Late Season Turkey Tips with Wade Middleton

By Rehan Nana

I’ve often said it’s not a good idea to challenge a Texan to a hunting or fishing competition, no matter how good you think you are. Two years ago, I disregarded my own advice and after a lot of smack talk I, a proud Midwesterner and lifelong hunter, ended up in dead last place in the Turkey-Bass Smash held by Wade Middleton of Careco TV.

Part of the challenge was turkey hunting. To see Wade and his crew work birds was incredible. While I try to cluck out something that resembles turkey language, their calling was of a different level. It was like they add a Texas turkey twang. I could almost hear the slate singing out to the gobblers, “Hey y’all saddle up and head on over. We got some Lone Star and are having a party … bring all your friends!”

After a cold, wet spring here in the Midwest without much success, I understood if I was going to fill a tag, it was going to be on a dreaded late-season bird. After 40 years of turkey hunting across the country, Wade has learned a thing or two, so to save my season, I decided to get some tips for late-season birds from Wade.

Here are some of Wade’s tips for filling a late-season turkey tag:

What do you enjoy most about turkey hunting? 

Having conversations with a turkey is by far and away the most enjoyable part of turkey hunting. It’s amazing to me to sit there and have a hen respond to my calls and when a tom starts to respond, it just makes it even more exciting.

Why can it be so difficult to close a deal on late-season birds? 

Late-season birds are more educated — they’ve felt hunting pressure; they’ve encountered humans in their space; they’ve been bumped, harassed, called to and most likely even pushed off their roost. All this pressure adds up to a bird that knowns something isn’t right in the woods.

What are the top three mistakes hunters make in pursuing late-season birds?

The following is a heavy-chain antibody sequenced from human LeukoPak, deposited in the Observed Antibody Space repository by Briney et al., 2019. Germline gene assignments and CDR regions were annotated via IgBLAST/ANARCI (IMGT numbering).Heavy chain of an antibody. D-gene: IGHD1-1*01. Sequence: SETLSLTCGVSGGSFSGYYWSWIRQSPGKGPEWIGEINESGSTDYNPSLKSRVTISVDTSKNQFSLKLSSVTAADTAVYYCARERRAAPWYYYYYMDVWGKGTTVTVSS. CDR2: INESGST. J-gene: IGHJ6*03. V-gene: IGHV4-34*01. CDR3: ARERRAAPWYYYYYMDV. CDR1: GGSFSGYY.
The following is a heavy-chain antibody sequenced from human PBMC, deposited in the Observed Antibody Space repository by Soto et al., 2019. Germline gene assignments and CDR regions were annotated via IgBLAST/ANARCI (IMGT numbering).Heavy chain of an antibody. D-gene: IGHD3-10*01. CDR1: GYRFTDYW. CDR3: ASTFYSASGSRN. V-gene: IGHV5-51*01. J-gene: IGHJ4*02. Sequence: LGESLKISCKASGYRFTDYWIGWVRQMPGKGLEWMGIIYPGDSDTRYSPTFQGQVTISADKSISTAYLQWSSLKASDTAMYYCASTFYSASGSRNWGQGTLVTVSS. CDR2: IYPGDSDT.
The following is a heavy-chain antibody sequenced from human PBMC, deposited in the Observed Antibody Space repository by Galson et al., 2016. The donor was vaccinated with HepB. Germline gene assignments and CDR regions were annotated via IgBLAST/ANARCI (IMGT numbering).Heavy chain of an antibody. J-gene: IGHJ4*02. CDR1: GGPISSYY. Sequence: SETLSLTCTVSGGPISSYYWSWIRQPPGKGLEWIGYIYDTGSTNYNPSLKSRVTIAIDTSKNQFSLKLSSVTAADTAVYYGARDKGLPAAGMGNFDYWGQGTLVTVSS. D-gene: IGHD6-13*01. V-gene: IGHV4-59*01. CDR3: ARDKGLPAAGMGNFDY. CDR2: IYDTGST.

1. Being impatient.
  2. Not letting the birds tell the hunter what they need to do. If a bird is gobbling and responding, then work him aggressively but more often than don’t be stealthy in the woods — calling less and not as loud will pay off more.
  3. Not knowing where the birds want to be at certain times of the day. If you pay attention to where the birds want to be, you can set up to seal the deal better.

How and/or does calling change when you’re pursuing late-season birds?

I let the birds tell me how much to call. If I’m hearing a lot of gobbling, I will call more. If I’m not hearing much, then I call less. I also use a lot of different styles of calls to see if one works better than another. It’s amazing to me how somedays one call will outperform another call. I also try to talk to as many hens as I can. If I hear a hen, I want to respond to her to create a safe-sounding area so that a tom in the area may feel it’s safe to come into. I’ve seen this pay off a lot by simply yelping back to or softly purring at a hen passing by and then she and I having a nice long talk and then all of the sudden here comes a strutting tom into the area to see what’s going on.

What is the best decoy setup for late-season birds?

I like to put 1 jake and 2-3 hens out near watering areas that birds tend to frequent.

It’s easy to go on tilt when turkey hunting. Early mornings, long days, close calls, getting busted, etc. What are some things you do to stay mentally in the game, especially when it comes to the end of the season?

Slowing down and even taking a nap in a turkey chair under a tree. It’s amazing how many times we call a bit, eat a piece of fruit and then take a 5–10-minute nap and then call again and a bird is now in the area. Plus, some of the best naps ever are midafternoon in turkey season!

What are the three most important tips you can give for hunters to do when pursuing late-season birds?

  1. Camo. Camo. Camo. And sit in the shade.
  2. Mid to late afternoon is one of the best times to set up and ambush a bird in a certain area. Be patient, sneak into an area and don’t call right away. Let things settle down.
  3. If you hear one gobbling off in the distance, cut the distance before you call the first time but be careful not to move too fast and too far.

How do the various species act differently in the back half of the season?

It’s all about the pressure I feel on how a turkey responds in late season. If he’s not had a lot of encounters and the hens are mostly all bred, then you have a great chance to harvest that bird. I’ve always felt that all species of turkey get tougher to harvest the more pressure they feel. 

When do you run/gun on late-season birds and when do you stay put?

If I hear a bird gobbling on his own off in the distance, I’m making a move to cut the distance. If I’m not hearing any birds talking, then I want to settle into a high percentage area and wait it out.

What else should people know about late-season birds?

I’ve said it before, if you can find a bird gobbling on his own in the late season GET ready when you start calling as they often come running in hot and heavy.

Hopefully these tips help you harvest a late-season bird. Remember, you can’t harvest a turkey reading an article, so get out there and good luck!